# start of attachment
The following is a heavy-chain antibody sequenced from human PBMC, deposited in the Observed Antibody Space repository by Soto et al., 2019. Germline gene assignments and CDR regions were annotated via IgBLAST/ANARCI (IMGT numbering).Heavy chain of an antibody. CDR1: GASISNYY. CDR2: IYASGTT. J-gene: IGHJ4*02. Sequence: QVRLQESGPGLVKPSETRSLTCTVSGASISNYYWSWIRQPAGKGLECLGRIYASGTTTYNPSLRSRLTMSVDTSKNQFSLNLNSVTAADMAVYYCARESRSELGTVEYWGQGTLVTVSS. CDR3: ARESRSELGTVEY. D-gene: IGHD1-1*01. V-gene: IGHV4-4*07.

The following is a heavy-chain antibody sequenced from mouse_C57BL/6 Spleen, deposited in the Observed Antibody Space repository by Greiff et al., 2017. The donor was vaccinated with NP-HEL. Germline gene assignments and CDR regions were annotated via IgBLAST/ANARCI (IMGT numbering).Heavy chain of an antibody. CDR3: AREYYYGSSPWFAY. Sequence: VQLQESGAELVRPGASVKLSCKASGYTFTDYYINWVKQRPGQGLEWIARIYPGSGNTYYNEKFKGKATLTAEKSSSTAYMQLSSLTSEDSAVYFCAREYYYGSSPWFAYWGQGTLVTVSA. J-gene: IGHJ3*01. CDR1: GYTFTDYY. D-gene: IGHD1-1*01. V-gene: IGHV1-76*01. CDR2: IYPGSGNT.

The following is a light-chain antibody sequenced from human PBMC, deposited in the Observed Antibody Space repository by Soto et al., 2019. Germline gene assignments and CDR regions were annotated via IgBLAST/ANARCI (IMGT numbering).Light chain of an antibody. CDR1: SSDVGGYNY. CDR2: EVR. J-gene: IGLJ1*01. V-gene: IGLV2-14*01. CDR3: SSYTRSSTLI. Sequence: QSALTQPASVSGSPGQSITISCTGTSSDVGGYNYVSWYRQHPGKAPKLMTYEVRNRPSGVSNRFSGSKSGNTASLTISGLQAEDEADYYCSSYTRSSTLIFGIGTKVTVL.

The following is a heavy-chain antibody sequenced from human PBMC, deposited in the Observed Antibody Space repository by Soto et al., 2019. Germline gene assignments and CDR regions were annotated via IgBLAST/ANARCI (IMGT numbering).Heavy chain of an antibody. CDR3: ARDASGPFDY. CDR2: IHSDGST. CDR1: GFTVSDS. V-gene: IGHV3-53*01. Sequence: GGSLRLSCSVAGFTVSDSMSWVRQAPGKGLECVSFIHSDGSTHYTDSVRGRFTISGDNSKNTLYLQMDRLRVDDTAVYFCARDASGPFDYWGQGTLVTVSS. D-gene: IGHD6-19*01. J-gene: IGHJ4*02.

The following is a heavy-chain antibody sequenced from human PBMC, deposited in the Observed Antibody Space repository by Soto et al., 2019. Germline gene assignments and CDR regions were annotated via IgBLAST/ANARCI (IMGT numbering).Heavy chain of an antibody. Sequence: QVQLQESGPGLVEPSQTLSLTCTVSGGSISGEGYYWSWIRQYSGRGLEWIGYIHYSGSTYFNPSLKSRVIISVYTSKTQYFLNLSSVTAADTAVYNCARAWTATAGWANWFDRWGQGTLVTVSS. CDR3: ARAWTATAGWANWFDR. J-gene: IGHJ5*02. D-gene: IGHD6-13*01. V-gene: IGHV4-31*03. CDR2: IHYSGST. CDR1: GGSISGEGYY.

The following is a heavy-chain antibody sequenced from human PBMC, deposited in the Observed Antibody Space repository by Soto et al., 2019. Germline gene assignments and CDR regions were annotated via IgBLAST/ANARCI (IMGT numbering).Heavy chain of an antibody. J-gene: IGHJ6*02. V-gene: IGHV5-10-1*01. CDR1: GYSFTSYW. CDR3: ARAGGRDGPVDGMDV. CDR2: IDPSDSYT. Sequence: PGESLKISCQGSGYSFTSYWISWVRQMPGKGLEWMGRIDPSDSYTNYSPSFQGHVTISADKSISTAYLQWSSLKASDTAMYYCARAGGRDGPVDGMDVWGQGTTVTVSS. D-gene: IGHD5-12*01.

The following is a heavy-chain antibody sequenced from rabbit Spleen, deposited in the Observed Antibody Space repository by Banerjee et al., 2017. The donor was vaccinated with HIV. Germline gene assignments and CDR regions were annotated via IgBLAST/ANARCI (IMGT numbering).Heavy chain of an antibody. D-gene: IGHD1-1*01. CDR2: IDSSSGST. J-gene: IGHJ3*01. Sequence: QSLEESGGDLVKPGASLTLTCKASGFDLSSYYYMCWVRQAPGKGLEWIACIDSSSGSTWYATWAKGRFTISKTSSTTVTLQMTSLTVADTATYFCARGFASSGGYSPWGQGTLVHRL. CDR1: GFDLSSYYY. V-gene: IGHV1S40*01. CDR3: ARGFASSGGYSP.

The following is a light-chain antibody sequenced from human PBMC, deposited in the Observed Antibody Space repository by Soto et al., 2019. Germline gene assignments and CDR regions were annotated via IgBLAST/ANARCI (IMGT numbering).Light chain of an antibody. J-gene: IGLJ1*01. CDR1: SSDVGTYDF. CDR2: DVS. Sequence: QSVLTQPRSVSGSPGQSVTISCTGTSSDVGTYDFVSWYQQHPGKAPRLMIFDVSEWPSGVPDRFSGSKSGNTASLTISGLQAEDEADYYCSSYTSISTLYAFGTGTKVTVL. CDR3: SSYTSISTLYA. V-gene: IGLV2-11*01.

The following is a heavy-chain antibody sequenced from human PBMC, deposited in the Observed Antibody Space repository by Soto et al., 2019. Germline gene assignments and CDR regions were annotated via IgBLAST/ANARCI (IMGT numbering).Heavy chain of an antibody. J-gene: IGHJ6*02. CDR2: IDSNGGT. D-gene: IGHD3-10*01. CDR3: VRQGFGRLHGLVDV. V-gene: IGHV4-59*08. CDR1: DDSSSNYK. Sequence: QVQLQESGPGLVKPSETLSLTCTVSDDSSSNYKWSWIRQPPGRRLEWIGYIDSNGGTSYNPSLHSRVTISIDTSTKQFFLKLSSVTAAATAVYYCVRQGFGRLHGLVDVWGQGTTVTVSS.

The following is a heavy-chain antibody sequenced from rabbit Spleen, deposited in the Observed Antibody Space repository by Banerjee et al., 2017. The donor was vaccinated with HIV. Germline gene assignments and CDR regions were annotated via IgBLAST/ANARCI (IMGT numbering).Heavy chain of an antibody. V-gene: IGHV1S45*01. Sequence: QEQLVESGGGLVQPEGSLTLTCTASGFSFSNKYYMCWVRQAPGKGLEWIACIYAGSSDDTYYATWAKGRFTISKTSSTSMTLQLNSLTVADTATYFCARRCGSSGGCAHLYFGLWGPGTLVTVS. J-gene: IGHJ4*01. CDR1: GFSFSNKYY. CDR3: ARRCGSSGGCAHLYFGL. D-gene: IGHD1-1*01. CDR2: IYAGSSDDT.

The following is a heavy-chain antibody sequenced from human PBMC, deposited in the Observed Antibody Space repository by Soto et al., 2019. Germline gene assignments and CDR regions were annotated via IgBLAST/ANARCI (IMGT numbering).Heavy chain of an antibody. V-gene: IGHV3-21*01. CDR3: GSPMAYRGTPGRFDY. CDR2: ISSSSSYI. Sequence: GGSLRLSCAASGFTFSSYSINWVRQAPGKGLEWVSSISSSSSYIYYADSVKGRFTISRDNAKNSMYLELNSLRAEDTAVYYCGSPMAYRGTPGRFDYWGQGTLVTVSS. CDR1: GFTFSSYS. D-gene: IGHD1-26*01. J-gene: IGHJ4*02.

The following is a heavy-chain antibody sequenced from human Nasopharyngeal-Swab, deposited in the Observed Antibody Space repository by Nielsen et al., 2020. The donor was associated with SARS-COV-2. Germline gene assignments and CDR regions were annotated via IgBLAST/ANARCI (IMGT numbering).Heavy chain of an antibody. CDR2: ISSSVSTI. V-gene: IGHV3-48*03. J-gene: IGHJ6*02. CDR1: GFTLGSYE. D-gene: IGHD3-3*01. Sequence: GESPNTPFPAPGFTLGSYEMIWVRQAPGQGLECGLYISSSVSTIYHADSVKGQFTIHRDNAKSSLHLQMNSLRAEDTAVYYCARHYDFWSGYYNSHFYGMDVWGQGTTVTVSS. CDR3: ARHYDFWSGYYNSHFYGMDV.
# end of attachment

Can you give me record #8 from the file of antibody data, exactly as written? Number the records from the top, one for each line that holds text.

The following is a light-chain antibody sequenced from human PBMC, deposited in the Observed Antibody Space repository by Soto et al., 2019. Germline gene assignments and CDR regions were annotated via IgBLAST/ANARCI (IMGT numbering).Light chain of an antibody. J-gene: IGLJ1*01. CDR1: SSDVGTYDF. CDR2: DVS. Sequence: QSVLTQPRSVSGSPGQSVTISCTGTSSDVGTYDFVSWYQQHPGKAPRLMIFDVSEWPSGVPDRFSGSKSGNTASLTISGLQAEDEADYYCSSYTSISTLYAFGTGTKVTVL. CDR3: SSYTSISTLYA. V-gene: IGLV2-11*01.